Re: Preliminary results - Survey of writers in small and startup software companies

Subject: Re: Preliminary results - Survey of writers in small and startup software companies
From: Andrew Plato <intrepid_es -at- yahoo -dot- com>
To: Techwrl-l <techwr-l -at- lists -dot- raycomm -dot- com>
Date: Thu, 13 Jan 2000 10:39:09 -0800 (PST)

This survey is fundamentally flawed because it only asked the opinions of other
tech writers. OF COURSE writers are going to think their role in a small
company is important. This survey would only be meaningful if a true cross
section of business people including executives, engineers, venture
capitalists, support staff, and sales and marketing staff were queried. As it
stands, the survey only demonstrates that writers think they are an important
aspect of their company.

I would bet that the majority of executives and venture capitalists would
consider technical writing a very minor part of the picture in setting up a
software company. I am not saying I agree with this, but I must concede that
technical writing is secondary to the engineering of a product. A software
company cannot (or should not) exist without a product. However they can exist
and even make money without decent documentation.

Perhaps I am missing something but I reviewed the web site regarding this
survey and it seems clear that the survey presents no useful insight into the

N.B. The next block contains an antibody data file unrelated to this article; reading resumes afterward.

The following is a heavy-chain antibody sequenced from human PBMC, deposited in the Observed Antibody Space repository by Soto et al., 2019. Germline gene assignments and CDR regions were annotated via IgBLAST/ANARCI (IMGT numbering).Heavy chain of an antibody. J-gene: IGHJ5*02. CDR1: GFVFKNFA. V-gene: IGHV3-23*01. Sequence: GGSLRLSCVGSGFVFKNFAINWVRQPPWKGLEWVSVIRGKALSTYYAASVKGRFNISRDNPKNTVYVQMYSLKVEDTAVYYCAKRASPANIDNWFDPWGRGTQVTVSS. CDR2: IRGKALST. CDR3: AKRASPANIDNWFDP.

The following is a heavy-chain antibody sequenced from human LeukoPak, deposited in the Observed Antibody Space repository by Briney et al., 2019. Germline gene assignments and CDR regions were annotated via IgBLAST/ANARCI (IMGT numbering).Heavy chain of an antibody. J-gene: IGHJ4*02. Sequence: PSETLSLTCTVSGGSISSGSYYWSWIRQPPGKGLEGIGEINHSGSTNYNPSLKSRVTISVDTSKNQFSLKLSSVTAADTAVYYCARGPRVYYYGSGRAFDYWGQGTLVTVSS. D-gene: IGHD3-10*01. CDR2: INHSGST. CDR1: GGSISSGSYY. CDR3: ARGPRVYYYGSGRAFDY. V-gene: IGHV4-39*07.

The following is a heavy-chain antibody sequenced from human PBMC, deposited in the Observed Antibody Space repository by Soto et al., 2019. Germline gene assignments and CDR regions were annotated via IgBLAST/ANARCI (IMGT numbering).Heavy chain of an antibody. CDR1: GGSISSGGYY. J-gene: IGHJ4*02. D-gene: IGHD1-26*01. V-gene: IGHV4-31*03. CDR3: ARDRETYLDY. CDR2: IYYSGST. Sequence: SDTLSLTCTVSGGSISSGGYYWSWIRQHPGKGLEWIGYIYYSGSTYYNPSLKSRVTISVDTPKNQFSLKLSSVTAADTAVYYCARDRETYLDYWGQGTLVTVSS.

state of technical communication in small or start-up software companies.

Furthermore, I will even be so brash to suggest that David's survey represents
a fundamental problem with technical writers - isolation from reality. Tech
writing is a chunk of a greater whole (duh). However, most business executives
do not consider tech comm important. I have a client who will pay me outlandish
recruiting fees for a 19 year old UNIX admin, but won't pay a cent for a
skilled tech writer.

Therefore the problem (in my opinion) is not "how misunderstood we are" but
rather, "how do we integrate tech comm with a company in such a way that our
contributions do have an impact and demonstrate to executives how good tech
comm can benefit an organization."

Thus, any survey in this realm should address the perceptions and frustrations
that the NON tech writing community feels.

Now, perhaps this was not David's intention, but according to his web site, his
premise was "that a technical writer does have a special role to play in a
small or startup software company." I believe this premise would be better
served with a greater cross section of the business community and especially
target start-up executives and venture capitalists/investors.

Lastly, this is only an opinion not a personal attack on David. David's survey
raised some very interesting and compelling issues which I am leveraging for a
public discussion. I am merely disagreeing with David's outcome and the
inferences he has drawn to spark public discourse.

Andrew Plato

"David Farbey" <David -dot- Farbey -at- lazysoft -dot- com> wrote in message
news:<32571 -at- techwr-l>...
> In December 1999, I asked subscribers to a number of technical writing
> mailing lists to take part in a survey of writers at small and startup
> software companies.
> Over seventy writers from a number of countries including the USA, the UK,
> the Netherlands, and Israel replied to the survey, and I have now published
> my preliminary results at
> This survey is part of my research for a presentation at the forthcoming
> FORUM 2000 conference in London in June, and I will be presenting more
> details from the survey at the conference. Information on the conference is
> available at
> I look forward to meeting many of you there.

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